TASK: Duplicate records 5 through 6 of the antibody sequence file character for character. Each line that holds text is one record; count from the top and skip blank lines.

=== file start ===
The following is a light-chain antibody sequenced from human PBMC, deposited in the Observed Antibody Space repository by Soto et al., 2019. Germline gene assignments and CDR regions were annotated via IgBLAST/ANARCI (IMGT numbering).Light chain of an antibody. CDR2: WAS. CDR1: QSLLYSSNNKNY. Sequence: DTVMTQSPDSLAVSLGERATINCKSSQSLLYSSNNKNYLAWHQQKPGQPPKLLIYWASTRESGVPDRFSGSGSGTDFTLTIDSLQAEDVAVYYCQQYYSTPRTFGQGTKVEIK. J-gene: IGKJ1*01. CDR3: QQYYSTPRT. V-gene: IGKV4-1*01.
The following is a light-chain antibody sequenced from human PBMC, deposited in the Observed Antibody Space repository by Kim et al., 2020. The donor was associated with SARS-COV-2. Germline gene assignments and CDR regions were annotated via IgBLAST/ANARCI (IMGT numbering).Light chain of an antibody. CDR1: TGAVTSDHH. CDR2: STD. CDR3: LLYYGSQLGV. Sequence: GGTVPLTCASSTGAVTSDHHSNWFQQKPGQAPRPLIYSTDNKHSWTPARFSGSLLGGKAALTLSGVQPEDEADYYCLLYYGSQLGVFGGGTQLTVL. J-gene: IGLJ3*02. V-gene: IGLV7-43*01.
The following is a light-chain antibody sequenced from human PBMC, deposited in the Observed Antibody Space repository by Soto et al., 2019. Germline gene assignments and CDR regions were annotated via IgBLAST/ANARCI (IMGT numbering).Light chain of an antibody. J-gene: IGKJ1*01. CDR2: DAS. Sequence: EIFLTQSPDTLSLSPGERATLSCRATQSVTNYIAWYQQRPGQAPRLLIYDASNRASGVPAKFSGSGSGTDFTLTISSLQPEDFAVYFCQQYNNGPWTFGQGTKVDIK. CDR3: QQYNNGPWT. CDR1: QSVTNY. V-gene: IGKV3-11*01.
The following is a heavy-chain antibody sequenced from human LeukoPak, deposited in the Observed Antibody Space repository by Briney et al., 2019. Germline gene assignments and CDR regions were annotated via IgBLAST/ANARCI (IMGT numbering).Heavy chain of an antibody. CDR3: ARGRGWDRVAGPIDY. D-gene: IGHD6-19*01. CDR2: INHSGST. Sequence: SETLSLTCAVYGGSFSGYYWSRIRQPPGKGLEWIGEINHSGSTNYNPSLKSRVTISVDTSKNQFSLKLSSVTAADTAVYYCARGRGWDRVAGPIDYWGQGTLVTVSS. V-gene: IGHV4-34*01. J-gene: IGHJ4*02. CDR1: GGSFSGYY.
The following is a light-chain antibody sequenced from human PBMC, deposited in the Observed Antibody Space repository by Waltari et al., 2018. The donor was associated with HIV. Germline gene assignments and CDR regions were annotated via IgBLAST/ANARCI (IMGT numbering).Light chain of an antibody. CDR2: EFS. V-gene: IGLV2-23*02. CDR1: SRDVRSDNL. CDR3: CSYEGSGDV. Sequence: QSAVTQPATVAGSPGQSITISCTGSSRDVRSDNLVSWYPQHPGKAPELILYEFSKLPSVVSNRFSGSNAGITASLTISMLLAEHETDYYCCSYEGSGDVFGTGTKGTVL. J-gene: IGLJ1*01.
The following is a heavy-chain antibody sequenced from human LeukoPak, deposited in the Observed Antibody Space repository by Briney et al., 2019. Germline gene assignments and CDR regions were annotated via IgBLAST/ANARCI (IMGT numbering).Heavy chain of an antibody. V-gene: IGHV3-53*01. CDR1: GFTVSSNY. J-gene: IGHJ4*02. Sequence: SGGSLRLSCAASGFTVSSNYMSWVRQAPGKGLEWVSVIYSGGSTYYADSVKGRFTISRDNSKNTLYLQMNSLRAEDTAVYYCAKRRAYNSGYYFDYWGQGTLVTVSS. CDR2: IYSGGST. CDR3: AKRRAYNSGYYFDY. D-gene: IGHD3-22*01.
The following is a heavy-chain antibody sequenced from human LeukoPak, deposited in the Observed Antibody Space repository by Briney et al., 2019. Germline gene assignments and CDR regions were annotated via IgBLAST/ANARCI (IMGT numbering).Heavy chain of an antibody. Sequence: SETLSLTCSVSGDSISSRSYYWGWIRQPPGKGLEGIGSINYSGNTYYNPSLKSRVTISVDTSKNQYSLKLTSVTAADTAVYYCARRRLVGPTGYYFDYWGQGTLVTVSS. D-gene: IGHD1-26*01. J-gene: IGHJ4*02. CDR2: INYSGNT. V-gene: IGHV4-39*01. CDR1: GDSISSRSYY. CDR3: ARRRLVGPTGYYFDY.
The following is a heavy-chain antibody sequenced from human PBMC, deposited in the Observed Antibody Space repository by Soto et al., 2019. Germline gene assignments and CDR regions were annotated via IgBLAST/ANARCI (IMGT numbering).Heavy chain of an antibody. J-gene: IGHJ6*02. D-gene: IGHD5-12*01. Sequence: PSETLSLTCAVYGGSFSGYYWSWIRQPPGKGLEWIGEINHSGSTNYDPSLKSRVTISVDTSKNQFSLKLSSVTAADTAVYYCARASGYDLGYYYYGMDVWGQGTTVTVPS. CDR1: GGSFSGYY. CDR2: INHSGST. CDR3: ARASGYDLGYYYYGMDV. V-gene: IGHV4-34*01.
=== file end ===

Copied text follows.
The following is a light-chain antibody sequenced from human PBMC, deposited in the Observed Antibody Space repository by Waltari et al., 2018. The donor was associated with HIV. Germline gene assignments and CDR regions were annotated via IgBLAST/ANARCI (IMGT numbering).Light chain of an antibody. CDR2: EFS. V-gene: IGLV2-23*02. CDR1: SRDVRSDNL. CDR3: CSYEGSGDV. Sequence: QSAVTQPATVAGSPGQSITISCTGSSRDVRSDNLVSWYPQHPGKAPELILYEFSKLPSVVSNRFSGSNAGITASLTISMLLAEHETDYYCCSYEGSGDVFGTGTKGTVL. J-gene: IGLJ1*01.
The following is a heavy-chain antibody sequenced from human LeukoPak, deposited in the Observed Antibody Space repository by Briney et al., 2019. Germline gene assignments and CDR regions were annotated via IgBLAST/ANARCI (IMGT numbering).Heavy chain of an antibody. V-gene: IGHV3-53*01. CDR1: GFTVSSNY. J-gene: IGHJ4*02. Sequence: SGGSLRLSCAASGFTVSSNYMSWVRQAPGKGLEWVSVIYSGGSTYYADSVKGRFTISRDNSKNTLYLQMNSLRAEDTAVYYCAKRRAYNSGYYFDYWGQGTLVTVSS. CDR2: IYSGGST. CDR3: AKRRAYNSGYYFDY. D-gene: IGHD3-22*01.